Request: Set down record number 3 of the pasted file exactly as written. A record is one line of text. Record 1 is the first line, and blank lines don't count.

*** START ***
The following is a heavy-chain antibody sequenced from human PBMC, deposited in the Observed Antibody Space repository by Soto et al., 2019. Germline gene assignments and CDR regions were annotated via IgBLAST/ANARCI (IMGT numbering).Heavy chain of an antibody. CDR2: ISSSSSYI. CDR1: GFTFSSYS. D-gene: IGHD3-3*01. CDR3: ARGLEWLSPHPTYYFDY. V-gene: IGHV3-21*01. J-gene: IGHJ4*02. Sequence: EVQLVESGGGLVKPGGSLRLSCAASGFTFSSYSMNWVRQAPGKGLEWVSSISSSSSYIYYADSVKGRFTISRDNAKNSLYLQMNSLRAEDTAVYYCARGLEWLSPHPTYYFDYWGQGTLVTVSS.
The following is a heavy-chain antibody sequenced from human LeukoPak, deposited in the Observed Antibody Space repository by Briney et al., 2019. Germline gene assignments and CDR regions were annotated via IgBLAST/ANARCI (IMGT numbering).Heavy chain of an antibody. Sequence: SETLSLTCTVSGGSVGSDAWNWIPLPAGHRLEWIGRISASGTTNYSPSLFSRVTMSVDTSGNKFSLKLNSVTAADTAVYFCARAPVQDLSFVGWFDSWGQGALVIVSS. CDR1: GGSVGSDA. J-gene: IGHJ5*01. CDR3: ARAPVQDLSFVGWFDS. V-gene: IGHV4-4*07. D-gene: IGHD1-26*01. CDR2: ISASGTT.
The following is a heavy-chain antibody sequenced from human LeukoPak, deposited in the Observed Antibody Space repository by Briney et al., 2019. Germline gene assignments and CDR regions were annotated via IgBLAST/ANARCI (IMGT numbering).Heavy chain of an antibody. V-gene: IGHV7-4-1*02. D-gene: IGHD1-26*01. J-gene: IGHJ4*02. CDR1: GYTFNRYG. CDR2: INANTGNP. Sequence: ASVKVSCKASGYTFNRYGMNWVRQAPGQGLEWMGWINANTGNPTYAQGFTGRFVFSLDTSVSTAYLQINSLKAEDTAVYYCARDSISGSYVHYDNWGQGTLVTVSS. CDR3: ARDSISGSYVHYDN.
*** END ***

The following is a heavy-chain antibody sequenced from human LeukoPak, deposited in the Observed Antibody Space repository by Briney et al., 2019. Germline gene assignments and CDR regions were annotated via IgBLAST/ANARCI (IMGT numbering).Heavy chain of an antibody. V-gene: IGHV7-4-1*02. D-gene: IGHD1-26*01. J-gene: IGHJ4*02. CDR1: GYTFNRYG. CDR2: INANTGNP. Sequence: ASVKVSCKASGYTFNRYGMNWVRQAPGQGLEWMGWINANTGNPTYAQGFTGRFVFSLDTSVSTAYLQINSLKAEDTAVYYCARDSISGSYVHYDNWGQGTLVTVSS. CDR3: ARDSISGSYVHYDN.